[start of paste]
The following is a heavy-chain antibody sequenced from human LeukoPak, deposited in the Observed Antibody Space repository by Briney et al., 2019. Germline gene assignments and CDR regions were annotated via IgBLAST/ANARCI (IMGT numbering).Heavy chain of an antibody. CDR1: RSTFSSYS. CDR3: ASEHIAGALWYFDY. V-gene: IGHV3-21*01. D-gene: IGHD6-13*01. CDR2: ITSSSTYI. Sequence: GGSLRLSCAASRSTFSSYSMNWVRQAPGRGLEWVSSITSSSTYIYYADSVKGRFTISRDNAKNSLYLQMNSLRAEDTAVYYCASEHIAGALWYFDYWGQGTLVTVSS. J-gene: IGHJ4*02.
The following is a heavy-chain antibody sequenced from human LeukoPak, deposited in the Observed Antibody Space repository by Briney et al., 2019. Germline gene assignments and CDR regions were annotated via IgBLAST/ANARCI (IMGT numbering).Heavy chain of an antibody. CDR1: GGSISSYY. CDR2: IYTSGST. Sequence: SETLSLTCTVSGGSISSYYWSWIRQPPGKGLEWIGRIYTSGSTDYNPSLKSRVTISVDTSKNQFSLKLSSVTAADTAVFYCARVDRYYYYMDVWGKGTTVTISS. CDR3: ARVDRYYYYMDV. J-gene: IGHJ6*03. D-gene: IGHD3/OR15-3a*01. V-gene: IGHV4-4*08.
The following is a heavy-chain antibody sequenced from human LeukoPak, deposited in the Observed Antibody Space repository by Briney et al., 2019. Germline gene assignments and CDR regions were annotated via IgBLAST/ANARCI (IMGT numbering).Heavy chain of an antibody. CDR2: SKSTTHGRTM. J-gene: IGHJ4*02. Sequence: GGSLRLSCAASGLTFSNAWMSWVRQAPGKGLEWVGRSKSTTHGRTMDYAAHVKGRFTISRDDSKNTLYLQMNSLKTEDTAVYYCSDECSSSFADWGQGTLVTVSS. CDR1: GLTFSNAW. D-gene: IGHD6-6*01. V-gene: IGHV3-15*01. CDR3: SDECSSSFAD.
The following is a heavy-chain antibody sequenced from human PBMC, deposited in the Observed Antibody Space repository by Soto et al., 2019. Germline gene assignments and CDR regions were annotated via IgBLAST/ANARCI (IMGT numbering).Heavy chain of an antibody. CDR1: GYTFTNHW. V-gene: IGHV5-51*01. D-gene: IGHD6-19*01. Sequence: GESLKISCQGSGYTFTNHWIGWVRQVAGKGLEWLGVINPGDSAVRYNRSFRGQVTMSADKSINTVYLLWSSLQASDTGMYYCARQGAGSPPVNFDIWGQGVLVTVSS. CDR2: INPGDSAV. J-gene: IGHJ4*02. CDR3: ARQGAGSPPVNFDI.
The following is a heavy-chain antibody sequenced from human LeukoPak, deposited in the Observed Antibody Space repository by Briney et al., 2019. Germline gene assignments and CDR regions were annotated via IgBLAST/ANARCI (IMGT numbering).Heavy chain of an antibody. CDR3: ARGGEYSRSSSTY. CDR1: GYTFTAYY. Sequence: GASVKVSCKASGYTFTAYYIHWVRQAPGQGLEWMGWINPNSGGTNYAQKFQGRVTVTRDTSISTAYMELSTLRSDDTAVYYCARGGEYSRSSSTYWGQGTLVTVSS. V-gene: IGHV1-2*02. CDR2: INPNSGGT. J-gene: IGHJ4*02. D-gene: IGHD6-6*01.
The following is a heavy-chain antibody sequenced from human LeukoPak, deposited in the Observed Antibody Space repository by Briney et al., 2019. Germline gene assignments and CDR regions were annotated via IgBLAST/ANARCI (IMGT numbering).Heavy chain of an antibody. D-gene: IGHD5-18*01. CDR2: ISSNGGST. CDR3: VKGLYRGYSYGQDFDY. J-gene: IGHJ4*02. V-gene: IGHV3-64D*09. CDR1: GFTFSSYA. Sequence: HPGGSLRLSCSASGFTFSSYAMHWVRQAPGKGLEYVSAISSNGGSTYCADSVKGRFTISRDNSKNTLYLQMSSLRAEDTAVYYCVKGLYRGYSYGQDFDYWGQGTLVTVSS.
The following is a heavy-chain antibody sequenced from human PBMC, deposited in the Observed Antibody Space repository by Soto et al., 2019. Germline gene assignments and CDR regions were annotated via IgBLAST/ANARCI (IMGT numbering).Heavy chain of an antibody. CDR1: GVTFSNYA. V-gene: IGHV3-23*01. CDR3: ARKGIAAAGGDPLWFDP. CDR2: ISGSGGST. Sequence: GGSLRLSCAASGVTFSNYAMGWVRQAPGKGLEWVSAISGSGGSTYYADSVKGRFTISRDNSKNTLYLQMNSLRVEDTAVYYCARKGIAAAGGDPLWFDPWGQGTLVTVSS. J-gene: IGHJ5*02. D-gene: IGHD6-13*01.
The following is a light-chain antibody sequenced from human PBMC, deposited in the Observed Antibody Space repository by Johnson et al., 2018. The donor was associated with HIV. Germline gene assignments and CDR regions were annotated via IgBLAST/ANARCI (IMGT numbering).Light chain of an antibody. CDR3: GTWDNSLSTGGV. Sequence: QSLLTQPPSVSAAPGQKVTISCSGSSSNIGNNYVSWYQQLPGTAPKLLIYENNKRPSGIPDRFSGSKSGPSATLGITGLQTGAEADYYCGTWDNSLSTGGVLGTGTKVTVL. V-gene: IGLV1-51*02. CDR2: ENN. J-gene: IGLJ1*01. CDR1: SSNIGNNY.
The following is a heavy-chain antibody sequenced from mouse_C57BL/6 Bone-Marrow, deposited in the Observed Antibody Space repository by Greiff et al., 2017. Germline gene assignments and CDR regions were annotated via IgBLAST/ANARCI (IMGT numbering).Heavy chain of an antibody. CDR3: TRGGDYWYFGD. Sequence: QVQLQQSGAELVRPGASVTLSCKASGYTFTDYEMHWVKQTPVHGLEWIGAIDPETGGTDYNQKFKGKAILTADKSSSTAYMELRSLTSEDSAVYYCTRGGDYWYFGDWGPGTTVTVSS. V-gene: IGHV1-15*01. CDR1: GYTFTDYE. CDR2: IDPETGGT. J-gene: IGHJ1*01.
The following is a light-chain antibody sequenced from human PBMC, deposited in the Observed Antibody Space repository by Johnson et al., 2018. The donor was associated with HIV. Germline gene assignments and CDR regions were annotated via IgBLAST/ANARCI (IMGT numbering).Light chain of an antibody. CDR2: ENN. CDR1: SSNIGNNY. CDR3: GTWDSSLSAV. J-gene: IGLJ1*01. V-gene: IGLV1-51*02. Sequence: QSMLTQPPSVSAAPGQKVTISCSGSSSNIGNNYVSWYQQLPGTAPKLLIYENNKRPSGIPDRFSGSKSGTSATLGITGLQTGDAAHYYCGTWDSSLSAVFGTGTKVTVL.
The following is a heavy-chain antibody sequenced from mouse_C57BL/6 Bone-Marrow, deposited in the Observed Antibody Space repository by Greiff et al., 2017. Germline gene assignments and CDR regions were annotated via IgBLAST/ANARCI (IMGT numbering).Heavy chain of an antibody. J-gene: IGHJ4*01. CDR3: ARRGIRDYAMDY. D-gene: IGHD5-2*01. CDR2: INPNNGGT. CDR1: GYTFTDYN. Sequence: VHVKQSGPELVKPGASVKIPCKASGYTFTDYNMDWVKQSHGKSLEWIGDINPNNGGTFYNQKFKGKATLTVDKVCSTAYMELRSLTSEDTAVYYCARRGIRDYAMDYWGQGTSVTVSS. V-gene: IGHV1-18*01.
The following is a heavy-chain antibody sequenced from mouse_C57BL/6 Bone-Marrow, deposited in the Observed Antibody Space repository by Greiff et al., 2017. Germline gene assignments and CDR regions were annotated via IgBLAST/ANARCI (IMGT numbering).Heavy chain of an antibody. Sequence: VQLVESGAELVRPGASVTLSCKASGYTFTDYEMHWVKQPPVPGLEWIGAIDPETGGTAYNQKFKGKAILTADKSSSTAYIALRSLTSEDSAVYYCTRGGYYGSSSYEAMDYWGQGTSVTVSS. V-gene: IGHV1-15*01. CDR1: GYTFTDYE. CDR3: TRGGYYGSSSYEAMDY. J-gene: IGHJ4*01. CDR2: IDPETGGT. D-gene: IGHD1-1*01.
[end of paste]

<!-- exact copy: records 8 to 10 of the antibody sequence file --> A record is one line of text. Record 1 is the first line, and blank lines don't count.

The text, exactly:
The following is a light-chain antibody sequenced from human PBMC, deposited in the Observed Antibody Space repository by Johnson et al., 2018. The donor was associated with HIV. Germline gene assignments and CDR regions were annotated via IgBLAST/ANARCI (IMGT numbering).Light chain of an antibody. CDR3: GTWDNSLSTGGV. Sequence: QSLLTQPPSVSAAPGQKVTISCSGSSSNIGNNYVSWYQQLPGTAPKLLIYENNKRPSGIPDRFSGSKSGPSATLGITGLQTGAEADYYCGTWDNSLSTGGVLGTGTKVTVL. V-gene: IGLV1-51*02. CDR2: ENN. J-gene: IGLJ1*01. CDR1: SSNIGNNY.
The following is a heavy-chain antibody sequenced from mouse_C57BL/6 Bone-Marrow, deposited in the Observed Antibody Space repository by Greiff et al., 2017. Germline gene assignments and CDR regions were annotated via IgBLAST/ANARCI (IMGT numbering).Heavy chain of an antibody. CDR3: TRGGDYWYFGD. Sequence: QVQLQQSGAELVRPGASVTLSCKASGYTFTDYEMHWVKQTPVHGLEWIGAIDPETGGTDYNQKFKGKAILTADKSSSTAYMELRSLTSEDSAVYYCTRGGDYWYFGDWGPGTTVTVSS. V-gene: IGHV1-15*01. CDR1: GYTFTDYE. CDR2: IDPETGGT. J-gene: IGHJ1*01.
The following is a light-chain antibody sequenced from human PBMC, deposited in the Observed Antibody Space repository by Johnson et al., 2018. The donor was associated with HIV. Germline gene assignments and CDR regions were annotated via IgBLAST/ANARCI (IMGT numbering).Light chain of an antibody. CDR2: ENN. CDR1: SSNIGNNY. CDR3: GTWDSSLSAV. J-gene: IGLJ1*01. V-gene: IGLV1-51*02. Sequence: QSMLTQPPSVSAAPGQKVTISCSGSSSNIGNNYVSWYQQLPGTAPKLLIYENNKRPSGIPDRFSGSKSGTSATLGITGLQTGDAAHYYCGTWDSSLSAVFGTGTKVTVL.